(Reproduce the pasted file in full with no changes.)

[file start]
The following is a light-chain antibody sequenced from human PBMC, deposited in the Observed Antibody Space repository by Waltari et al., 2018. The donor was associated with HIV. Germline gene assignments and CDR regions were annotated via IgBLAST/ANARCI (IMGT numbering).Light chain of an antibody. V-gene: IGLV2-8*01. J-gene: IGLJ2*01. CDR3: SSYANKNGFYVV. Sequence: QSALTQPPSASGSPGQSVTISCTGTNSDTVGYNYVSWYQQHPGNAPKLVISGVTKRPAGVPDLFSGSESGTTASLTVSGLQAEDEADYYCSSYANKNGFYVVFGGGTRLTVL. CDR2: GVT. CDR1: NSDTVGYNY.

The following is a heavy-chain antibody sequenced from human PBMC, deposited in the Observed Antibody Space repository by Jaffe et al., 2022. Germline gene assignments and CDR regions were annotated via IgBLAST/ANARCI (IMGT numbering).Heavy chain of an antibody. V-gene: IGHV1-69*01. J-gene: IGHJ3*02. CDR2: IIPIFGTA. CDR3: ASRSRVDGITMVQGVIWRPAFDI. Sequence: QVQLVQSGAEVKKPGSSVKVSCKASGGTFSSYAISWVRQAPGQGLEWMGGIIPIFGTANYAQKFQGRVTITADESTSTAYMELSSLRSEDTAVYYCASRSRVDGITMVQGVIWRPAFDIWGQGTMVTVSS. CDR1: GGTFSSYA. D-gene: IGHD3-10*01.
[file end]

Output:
The following is a light-chain antibody sequenced from human PBMC, deposited in the Observed Antibody Space repository by Waltari et al., 2018. The donor was associated with HIV. Germline gene assignments and CDR regions were annotated via IgBLAST/ANARCI (IMGT numbering).Light chain of an antibody. V-gene: IGLV2-8*01. J-gene: IGLJ2*01. CDR3: SSYANKNGFYVV. Sequence: QSALTQPPSASGSPGQSVTISCTGTNSDTVGYNYVSWYQQHPGNAPKLVISGVTKRPAGVPDLFSGSESGTTASLTVSGLQAEDEADYYCSSYANKNGFYVVFGGGTRLTVL. CDR2: GVT. CDR1: NSDTVGYNY.

The following is a heavy-chain antibody sequenced from human PBMC, deposited in the Observed Antibody Space repository by Jaffe et al., 2022. Germline gene assignments and CDR regions were annotated via IgBLAST/ANARCI (IMGT numbering).Heavy chain of an antibody. V-gene: IGHV1-69*01. J-gene: IGHJ3*02. CDR2: IIPIFGTA. CDR3: ASRSRVDGITMVQGVIWRPAFDI. Sequence: QVQLVQSGAEVKKPGSSVKVSCKASGGTFSSYAISWVRQAPGQGLEWMGGIIPIFGTANYAQKFQGRVTITADESTSTAYMELSSLRSEDTAVYYCASRSRVDGITMVQGVIWRPAFDIWGQGTMVTVSS. CDR1: GGTFSSYA. D-gene: IGHD3-10*01.